Our attempt in this guide is to shorten the learning curve involved in understanding road rallying. While there is a lot of material included here, it does not have to be learned all at once. It is our intention to display the latest fundamentals and thoughts involved in gimmick road rallying. To that extent, we have tried to anticipate questions and provide solutions along the way.
While no guide can make up for road rallying experience, this guide can induct you into the “in the know” group of rallyists who continually turn in good scores on road rallyes because they don’t misunderstand basic usage of defined words and established conventions.
Of course Wheels Rallye Team is always available to you online for questions and rallye discussions.
DEFINITIONS AND CONCEPTS GLOSSARY
Discussion About Signs
Gimmick Road Rallye Rallymasters like to play with signs here are a few examples.
Discussion of Above
(1) This references that in the instructions you will have quotations around words, and that those quotations refer to wording, numbering, etc. on a physical sign (you may see on the course). If you read “Speed limit 35” - that would translate into the Sign A reference in the Right-hand column.
(2) Artwork, as in Sign A, is usually (on most rallyes) nonexistent on signs, as is the black border, since it is other than letters or numbers, road depictions or arrows. Thus, you could quote Sign A as “Watch For Children”. However in example 501 below, you could not quote “Phils Hot Dogs” because the I is a hot dog.
(3) Spelling gimmicks are the most common type of gimmick in a rallye. Using Sign A again, we would know the following quotation could not be read: “Watch For Chlidren”, because it is misspelled (yes it is look closely).
(4) Punctuation is usually (but not always) nonexistent on a sign (in fact it may actually be artwork which we discussed above). Look at example 501 below, again. The quotation in the instructions would read “Hot Dogs Hamburgers”, with no dash, since that is punctuation. Consequently, if the sign read “Phil’s”, it would have to be quoted as “PHILS”. If it was quoted in the instruction as “Phil’s” it would not count, since punctuation on a sign is nonexistent you can’t have a sign that includes an apostrophe.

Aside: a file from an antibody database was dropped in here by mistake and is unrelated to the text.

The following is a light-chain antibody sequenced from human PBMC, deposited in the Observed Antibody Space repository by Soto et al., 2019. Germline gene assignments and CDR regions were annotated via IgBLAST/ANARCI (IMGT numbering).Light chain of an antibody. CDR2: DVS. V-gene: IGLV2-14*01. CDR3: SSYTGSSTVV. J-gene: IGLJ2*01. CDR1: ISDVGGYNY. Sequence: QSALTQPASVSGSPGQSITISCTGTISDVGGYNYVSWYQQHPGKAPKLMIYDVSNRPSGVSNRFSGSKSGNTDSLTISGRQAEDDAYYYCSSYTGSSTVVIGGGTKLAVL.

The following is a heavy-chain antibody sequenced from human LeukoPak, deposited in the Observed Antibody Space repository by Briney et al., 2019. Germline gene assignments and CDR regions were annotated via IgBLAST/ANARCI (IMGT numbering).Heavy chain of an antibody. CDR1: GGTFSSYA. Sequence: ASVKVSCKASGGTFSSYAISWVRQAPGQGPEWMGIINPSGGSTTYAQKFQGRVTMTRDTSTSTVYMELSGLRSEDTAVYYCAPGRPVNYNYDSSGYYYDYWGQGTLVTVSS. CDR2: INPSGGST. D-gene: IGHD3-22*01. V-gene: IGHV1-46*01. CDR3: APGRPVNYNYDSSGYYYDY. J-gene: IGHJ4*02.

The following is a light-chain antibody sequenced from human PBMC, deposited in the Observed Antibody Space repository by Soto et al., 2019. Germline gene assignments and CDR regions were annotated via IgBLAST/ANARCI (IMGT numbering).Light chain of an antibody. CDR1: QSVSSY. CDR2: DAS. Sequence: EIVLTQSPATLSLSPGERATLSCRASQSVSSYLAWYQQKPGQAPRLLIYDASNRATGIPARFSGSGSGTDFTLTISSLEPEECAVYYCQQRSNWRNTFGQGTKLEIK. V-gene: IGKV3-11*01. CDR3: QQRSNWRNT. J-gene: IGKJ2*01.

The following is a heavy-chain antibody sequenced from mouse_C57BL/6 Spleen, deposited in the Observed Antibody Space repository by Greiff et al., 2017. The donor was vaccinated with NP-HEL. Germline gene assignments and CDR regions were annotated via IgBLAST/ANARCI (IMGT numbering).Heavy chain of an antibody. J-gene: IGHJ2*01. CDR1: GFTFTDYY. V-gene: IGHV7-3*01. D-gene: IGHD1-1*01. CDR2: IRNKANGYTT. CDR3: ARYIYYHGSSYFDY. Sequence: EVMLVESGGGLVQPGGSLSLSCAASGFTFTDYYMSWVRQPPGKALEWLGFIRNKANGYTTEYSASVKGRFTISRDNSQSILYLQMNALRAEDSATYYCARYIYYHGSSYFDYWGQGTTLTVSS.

(5) Using Example 501 again, you notice we have quoted it as “Phils” but it could be quoted as PHILS, PhILs”, etc. there is no difference between case types, or for that matter fonts/script.
(6) Signs may be quoted in full or in part (some rallyes may have a variation on this). This means we can quote “Hamburgers” or “Hot Dogs” or “Dogs”, etc. for sign example 501.
(7) The quoted portion must be read from highest point of the beginning of the quotation. You can read “Hot Dogs Hamburgers” in example 501, but you cannot read “Collins” in example 5002 because the C encompasses at least OL of the next line.
(8) Basically, you do not have to turn around to read signs (in particular on the other side of the road meant for traffic coming from the direction you are headed).
(9) In sign A, there are two separate signs attached to the same structure (making them one sign—some rallyes will separate them into individual signs—read carefully). Therefore you could quote this sign as “Limit 35 watch for”.
(10) Spacing is irrelevant on signs. Therefore you could quote from Example 501 the following: “DogsHam” , “OTDO”, etc.
Examples for signs mentioned in article still Under Construction